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STEM Women Hall of Fame: Alice Augusta Ball

Cristen Conger

Courtesy: Black Past
Courtesy: Black Past

STEM Women Hall of Fame Facts: Alice Augusta Ball

  • Born: July 24, 1892 in Seattle, Wash.
  • Historical context: Ball came from and upheld a familial legacy of firsts. Her photographer grandfather, J.P. Ball, was one of the first black men in the United States to learn the daguerreotype process, and she became the University of Hawaii's first female graduate with a Master of Science Degree in Chemistry and its first black chemistry researcher and instructor.
  • Thesis title: The Chemical Constituents of Piper Methysticum; or The Chemical Constituents of the Active Principle of the Ava Root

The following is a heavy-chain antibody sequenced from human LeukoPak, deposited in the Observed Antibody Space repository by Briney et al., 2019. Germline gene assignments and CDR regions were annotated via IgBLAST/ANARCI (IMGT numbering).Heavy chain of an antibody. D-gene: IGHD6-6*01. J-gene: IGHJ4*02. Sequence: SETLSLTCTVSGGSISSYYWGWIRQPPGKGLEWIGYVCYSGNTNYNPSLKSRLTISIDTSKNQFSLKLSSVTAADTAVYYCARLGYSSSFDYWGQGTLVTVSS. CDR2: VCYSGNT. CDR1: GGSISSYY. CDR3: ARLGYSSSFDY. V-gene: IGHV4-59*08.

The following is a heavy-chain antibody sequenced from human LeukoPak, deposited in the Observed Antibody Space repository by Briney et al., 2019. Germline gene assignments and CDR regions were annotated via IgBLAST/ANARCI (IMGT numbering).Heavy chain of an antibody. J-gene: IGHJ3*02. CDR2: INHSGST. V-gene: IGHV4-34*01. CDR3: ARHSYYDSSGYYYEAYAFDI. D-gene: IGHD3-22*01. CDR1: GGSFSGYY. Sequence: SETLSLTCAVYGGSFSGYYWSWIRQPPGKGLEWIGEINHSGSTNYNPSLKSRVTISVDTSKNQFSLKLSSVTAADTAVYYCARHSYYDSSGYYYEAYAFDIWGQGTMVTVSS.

• STEM Legacy: Isolated a chemical in chaulmoogra oil effective for the treatment of leprosy.

Alice Ball had a singular focus on science, earning degrees in pharmaceutical chemistry and pharmacy from the University of Washington in 1912 and 1914, respectively. A year later in 1915, she received her historic master's from the University of Hawaii.

During her research at the school, Ball teamed up with a local surgeon to isolate active chemicals in chaulmoogra oil, which had been used for centuries as a topical treatment for Hansen's disease, or leprosy. She quickly isolated its active ingredients into an injectable form, and the "Ball method" became the most successful leprosy treatment until the arrival of an antibiotic treatment in the 1940s.

It would be the pinnacle of Ball's brief, though bright, STEM career. On Dec. 31, 1916, at just 24 years old, she died. In 1922, with little fanfare, she received posthumous attribution for her chemical discovery in a medical journal paper. In 2007, University of Hawaii awarded Alice Augusta Ball the Regents Medal of Distinction.

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